Rather, I want to talk about informational campaigning for your professional persona. If you haven’t tried that before, why not let the New Year be the trigger to do so! For consistency, the following is based on the example of job search, but much of it can be equally applied to targeting new clients, vendors, or other business partners.
The operative word here is “informational.” You are not the candidate begging for a job; you want to think of yourself as the long-awaited silver bullet for of their challenges. Showcase your assets; drive home your capabilities relevant to their needs. Help them cut through the fog between job seekers and talent seekers.
Seize the control you have, beginning with your timing.
Have you heard it said: Opportunity is not waiting for your ship to come in; it’s swimming out to meet it. So the company of your dreams doesn’t have any jobs posted right now? That might just be the best time to let them know you are out there, and what you are all about—speaking to their perceived needs.
Do some detective work to find the name of an individual who is a likely decision influencer, possibly a mover and shaker. Then send an informational letter along with your résumé. And yes, make that a letter—printed out, in an envelope, and sent in the regular mail. E‑mails are better for follow-up than for first contact.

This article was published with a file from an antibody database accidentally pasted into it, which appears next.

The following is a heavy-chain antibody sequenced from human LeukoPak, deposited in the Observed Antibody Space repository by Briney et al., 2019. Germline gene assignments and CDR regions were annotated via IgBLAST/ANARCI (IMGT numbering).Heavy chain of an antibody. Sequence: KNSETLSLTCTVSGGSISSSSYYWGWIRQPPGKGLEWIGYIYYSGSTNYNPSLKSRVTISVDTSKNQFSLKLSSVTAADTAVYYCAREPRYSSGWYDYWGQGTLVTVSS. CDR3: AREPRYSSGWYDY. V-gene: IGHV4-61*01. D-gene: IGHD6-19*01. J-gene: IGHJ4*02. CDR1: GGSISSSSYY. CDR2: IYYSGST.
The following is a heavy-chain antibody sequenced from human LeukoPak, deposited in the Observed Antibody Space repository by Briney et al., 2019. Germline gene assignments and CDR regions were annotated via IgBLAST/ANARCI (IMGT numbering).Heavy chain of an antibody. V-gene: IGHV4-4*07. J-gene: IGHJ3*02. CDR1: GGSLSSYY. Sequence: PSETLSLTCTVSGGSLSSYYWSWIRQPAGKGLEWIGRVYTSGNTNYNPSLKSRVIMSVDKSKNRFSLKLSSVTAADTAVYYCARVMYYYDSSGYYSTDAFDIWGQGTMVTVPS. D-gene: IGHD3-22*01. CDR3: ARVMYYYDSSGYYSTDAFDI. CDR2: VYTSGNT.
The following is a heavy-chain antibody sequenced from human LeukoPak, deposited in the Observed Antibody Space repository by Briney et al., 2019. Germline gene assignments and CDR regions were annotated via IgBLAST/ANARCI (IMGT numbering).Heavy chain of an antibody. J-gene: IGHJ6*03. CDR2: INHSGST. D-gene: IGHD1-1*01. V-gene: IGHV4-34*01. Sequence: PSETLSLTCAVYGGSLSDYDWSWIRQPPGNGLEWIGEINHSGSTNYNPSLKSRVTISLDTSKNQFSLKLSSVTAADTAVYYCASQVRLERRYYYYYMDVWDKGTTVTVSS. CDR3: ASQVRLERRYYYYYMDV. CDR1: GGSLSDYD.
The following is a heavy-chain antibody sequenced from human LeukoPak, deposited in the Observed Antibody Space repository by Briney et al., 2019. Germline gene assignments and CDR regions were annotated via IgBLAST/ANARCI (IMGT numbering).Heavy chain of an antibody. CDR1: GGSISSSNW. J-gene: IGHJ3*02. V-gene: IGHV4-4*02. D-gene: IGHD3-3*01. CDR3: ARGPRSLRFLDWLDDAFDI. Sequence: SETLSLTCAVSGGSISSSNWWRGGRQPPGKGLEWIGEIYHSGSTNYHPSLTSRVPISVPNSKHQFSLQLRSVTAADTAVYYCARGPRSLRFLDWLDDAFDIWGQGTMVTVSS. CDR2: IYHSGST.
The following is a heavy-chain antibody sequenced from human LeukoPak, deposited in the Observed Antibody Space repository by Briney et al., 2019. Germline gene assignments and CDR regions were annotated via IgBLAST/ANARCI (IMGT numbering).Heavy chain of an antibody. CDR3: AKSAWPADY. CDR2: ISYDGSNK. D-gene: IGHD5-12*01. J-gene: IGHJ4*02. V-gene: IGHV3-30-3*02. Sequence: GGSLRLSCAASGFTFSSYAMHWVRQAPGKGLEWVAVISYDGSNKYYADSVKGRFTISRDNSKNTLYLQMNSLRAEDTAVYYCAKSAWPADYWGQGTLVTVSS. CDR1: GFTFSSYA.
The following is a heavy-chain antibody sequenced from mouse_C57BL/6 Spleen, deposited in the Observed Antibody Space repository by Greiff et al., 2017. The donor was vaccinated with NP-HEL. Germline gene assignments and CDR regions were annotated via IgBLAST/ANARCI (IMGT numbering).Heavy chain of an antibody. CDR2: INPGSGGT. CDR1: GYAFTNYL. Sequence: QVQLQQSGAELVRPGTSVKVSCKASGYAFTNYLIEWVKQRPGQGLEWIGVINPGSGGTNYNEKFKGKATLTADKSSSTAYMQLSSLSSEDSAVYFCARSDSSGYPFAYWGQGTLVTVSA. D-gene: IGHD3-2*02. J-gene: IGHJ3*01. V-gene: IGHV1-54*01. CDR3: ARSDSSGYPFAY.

A proactive informational campaign has a better chance of standing out.
When companies post jobs, they are inundated with résumés, and it depends on a host of factors whether yours will be noticed. On the other hand, when you send a letter when there is no job posted, you won’t be competing with countless others for the reader’s attention.
You may be catching them at the time a need is beginning to emerge. And even if that is not the case, they will be more likely to get back to you later if they already know who you are. Remember, most jobs (65–80%) are never advertised but filled through networking of one type or another. That goes to show how critical it is to be proactive about making a connection.
While on a proactive roll, announce your next proactive move.
Don’t leave them under the impression you will be sitting by the phone, holding your breath for them to call you. Instead, say what you will do next, and when, and how. Usually, that will boil down to a variation on the theme “I will call/e‑mail you within two weeks of this letter.” I have discussed this in more detail in my blog post How to Follow Up After Making First Contact.
Speaking from experience: This does work!
When I was a job seeker, I executed the above steps quite a few times. Although I was met with “radio silence” here and there, and even some outright rejection, I was able to generate some phone interviews.
In the case of one company, the day after my follow-up e-mail, I heard from another branch of the same company, saying they were just starting to interview for such-and-such job, and whether I was interested. Two days later, I interviewed for that job.
As far as employers are concerned, the way you job-hunt is the way you work. And when they can see you are proactive about your job hunt, it will work in your favor not just for the proactive quality of it but because you are making their hunt easier.
On that note: Let the New Year be your best year yet! 🍾